The March Toward Standardization
A conversation about the challenges and opportunities of private equity data
The private capital asset classes are awash in data, but much of it is siloed and difficult to access and compare. This pre-digital status is slowly changing, however, as industry advocacy groups such as the Institutional Limited Partners Association push for standardization in reporting.
Privcap recently spoke with ILPA’s Jennifer Choi and Peter Rosenstein, Principal at Gen II Fund Services to learn about the challenges of data sharing in private equity and the momentum behind standardization.
Privcap: Jennifer, you represent hundreds of LPs. What is it currently like for them to access data they need to optimally manage their private equity portfolios?
Jennifer Choi, ILPA: In a few words, it is frustrating, but improving. Frustrating for a few reasons: There is no one-stop-shop solution for managing all of this data. It’s often being warehoused and managed in different parts of the LP organization. Different data is sent to different systems; different individuals may touch different types of data. For example, financial data attached to the capital account might be held in a system separate from the information on fees and expenses. And then, of course, there’s the portfolio company data. What sorts of tools do LPs have at their disposal to run analytics and to evaluate risk and opportunities at the portfolio level? We’re still not in a place where the data is in a consistent format and it’s all sitting in one place.
Peter Rosenstein, Gen II: Various LPs are looking for different types of information An institutional investor may track different information than a high-net-worth individual. So trying to get all the LPs on the same page has been difficult. And then you have the other side of it, where GPs prefer to define the format of the data. They often look at it as a form of marketing to their LPs. They want it to look a certain way, sometimes all the way down to the font.
What would be an example of a type of information that not all LPs have an interest in seeing?
Choi: A classic example is ESG [environmental, social, governance] data. There has been progress in standardizing this type of information being provided, and yet different LPs have different appetites for detail around ESG data. Another example would be details on fund expenses. Some LPs care
a lot more about getting to more detail on all the different types of fees charged to the fund and to the portfolio company, such as transaction fees, travel and entertainment expenses and so on.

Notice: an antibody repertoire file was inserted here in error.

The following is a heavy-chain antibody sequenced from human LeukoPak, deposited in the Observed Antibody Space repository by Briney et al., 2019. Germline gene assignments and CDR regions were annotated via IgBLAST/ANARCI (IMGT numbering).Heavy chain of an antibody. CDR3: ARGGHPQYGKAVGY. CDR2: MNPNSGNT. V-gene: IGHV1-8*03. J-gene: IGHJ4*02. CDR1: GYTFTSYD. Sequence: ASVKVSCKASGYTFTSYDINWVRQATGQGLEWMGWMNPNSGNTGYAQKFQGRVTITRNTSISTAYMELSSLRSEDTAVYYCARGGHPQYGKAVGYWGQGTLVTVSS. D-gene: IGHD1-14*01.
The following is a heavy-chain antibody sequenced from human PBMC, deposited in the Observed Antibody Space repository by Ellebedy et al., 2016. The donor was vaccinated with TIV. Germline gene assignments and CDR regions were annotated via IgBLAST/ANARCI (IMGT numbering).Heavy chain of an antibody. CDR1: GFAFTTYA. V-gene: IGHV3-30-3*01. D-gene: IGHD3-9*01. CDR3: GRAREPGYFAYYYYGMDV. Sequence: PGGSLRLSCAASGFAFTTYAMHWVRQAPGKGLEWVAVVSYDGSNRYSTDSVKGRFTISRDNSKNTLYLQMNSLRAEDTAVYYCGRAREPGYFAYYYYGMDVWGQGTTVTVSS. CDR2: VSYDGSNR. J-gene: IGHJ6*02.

Rosenstein: Along those lines, larger, more established limited partners may have the tools and technology to be able to consume the data, whereas if we’re providing the details of every type of expense to a smaller investor, they may first need to aggregate those amounts before they can do anything with it.
ILPA is leading the charge toward standardization of reporting in private equity. What has been its approach?
Choi: We approach standardization of data flowing between the GP and the LP broadly around three buckets – the capital account, fee and expense information and portfolio company data. Portfolio company data is clearly an area where there’s the greatest proliferation of formats, not just look and feel, but also the fields and the data syntax. We’re planning to release portfolio data standards this coming fall. With regard to fees and expenses, we’ve had a lot of progress since early 2016, when the ILPA reporting template on fees, expenses and carried interest was released. By our account, we estimate that at least 300 managers are providing that particular template to the LPs that request it.
Rosenstein: As a fund administrator, standardization is great. We have always captured the data in a very granular manner, knowing that it is easier to aggregate data up than split it apart after the fact. And if we can have a capital statement that looks exactly the same across all of our clients, that allows for a more controlled and scalable environment. Historically, we have always customized the look and feel of our reports for each client depending on their preferences, but more recently we have been working with a lot of our GP clients to move towards the ILPA standards. Over the last 12 months, we’ve seen a number of GPs who are at least using the template for a portion of their investors, and some who are using it for all of their investors.
What do you say to a GP who asks why his or her firm should adopt the ILPA standard?